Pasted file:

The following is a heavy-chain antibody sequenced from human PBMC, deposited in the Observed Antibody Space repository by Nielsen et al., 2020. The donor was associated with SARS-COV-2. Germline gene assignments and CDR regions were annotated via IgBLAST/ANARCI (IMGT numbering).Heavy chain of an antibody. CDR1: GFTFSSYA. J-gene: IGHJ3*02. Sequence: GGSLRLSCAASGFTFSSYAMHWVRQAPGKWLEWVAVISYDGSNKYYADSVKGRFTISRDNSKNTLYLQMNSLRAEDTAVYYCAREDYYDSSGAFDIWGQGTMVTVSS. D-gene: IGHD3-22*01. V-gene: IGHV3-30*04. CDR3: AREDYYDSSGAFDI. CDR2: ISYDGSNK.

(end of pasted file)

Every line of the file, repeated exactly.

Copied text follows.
The following is a heavy-chain antibody sequenced from human PBMC, deposited in the Observed Antibody Space repository by Nielsen et al., 2020. The donor was associated with SARS-COV-2. Germline gene assignments and CDR regions were annotated via IgBLAST/ANARCI (IMGT numbering).Heavy chain of an antibody. CDR1: GFTFSSYA. J-gene: IGHJ3*02. Sequence: GGSLRLSCAASGFTFSSYAMHWVRQAPGKWLEWVAVISYDGSNKYYADSVKGRFTISRDNSKNTLYLQMNSLRAEDTAVYYCAREDYYDSSGAFDIWGQGTMVTVSS. D-gene: IGHD3-22*01. V-gene: IGHV3-30*04. CDR3: AREDYYDSSGAFDI. CDR2: ISYDGSNK.